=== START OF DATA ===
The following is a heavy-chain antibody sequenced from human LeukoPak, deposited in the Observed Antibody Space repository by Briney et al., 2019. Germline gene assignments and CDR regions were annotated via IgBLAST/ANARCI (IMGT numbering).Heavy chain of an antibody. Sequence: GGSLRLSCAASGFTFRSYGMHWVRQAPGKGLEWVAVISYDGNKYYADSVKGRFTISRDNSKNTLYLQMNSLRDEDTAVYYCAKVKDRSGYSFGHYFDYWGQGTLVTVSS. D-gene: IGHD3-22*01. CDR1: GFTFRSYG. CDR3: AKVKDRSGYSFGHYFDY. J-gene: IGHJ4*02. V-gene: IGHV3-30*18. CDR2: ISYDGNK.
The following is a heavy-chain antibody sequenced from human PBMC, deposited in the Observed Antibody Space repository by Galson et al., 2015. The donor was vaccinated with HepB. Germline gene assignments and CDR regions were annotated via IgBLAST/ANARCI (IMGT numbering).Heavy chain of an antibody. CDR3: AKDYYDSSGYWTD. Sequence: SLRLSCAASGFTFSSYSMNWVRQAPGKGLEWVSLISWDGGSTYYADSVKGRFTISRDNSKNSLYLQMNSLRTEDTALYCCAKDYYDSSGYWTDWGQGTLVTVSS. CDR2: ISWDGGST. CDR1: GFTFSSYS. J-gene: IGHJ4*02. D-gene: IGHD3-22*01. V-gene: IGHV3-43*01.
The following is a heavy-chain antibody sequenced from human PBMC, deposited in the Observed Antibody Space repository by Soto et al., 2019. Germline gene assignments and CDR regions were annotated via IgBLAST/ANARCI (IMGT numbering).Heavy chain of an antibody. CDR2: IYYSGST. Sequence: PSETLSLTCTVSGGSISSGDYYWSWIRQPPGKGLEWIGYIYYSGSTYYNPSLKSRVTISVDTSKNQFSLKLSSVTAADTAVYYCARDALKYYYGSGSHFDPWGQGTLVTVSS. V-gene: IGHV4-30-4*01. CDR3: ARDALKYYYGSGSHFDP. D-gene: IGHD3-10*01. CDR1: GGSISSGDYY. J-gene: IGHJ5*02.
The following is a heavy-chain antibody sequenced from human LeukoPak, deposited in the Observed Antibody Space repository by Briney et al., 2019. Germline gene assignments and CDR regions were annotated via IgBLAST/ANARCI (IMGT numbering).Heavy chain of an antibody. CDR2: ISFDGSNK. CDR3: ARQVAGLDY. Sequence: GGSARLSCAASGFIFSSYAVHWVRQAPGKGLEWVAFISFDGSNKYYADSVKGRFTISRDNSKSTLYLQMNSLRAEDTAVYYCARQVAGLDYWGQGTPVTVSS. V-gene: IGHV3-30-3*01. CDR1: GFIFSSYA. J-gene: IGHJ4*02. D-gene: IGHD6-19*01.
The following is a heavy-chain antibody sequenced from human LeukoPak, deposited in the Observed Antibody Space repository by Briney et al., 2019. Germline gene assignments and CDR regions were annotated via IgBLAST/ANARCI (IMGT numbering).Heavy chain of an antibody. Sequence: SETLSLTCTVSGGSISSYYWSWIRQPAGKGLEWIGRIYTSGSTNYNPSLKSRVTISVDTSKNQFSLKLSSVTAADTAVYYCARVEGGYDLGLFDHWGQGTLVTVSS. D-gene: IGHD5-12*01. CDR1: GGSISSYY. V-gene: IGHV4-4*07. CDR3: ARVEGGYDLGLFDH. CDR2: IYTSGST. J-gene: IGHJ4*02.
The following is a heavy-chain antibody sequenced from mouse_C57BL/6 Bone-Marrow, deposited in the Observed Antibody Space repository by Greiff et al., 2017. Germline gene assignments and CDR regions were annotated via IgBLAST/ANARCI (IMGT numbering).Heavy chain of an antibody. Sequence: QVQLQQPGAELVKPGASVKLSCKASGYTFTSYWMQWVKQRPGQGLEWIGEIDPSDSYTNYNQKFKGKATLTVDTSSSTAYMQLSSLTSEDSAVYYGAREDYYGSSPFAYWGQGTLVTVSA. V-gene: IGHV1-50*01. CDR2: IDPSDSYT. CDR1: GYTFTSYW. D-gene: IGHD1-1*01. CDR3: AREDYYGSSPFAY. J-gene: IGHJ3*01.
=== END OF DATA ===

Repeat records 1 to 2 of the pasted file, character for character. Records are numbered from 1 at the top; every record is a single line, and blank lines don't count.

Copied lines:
The following is a heavy-chain antibody sequenced from human LeukoPak, deposited in the Observed Antibody Space repository by Briney et al., 2019. Germline gene assignments and CDR regions were annotated via IgBLAST/ANARCI (IMGT numbering).Heavy chain of an antibody. Sequence: GGSLRLSCAASGFTFRSYGMHWVRQAPGKGLEWVAVISYDGNKYYADSVKGRFTISRDNSKNTLYLQMNSLRDEDTAVYYCAKVKDRSGYSFGHYFDYWGQGTLVTVSS. D-gene: IGHD3-22*01. CDR1: GFTFRSYG. CDR3: AKVKDRSGYSFGHYFDY. J-gene: IGHJ4*02. V-gene: IGHV3-30*18. CDR2: ISYDGNK.
The following is a heavy-chain antibody sequenced from human PBMC, deposited in the Observed Antibody Space repository by Galson et al., 2015. The donor was vaccinated with HepB. Germline gene assignments and CDR regions were annotated via IgBLAST/ANARCI (IMGT numbering).Heavy chain of an antibody. CDR3: AKDYYDSSGYWTD. Sequence: SLRLSCAASGFTFSSYSMNWVRQAPGKGLEWVSLISWDGGSTYYADSVKGRFTISRDNSKNSLYLQMNSLRTEDTALYCCAKDYYDSSGYWTDWGQGTLVTVSS. CDR2: ISWDGGST. CDR1: GFTFSSYS. J-gene: IGHJ4*02. D-gene: IGHD3-22*01. V-gene: IGHV3-43*01.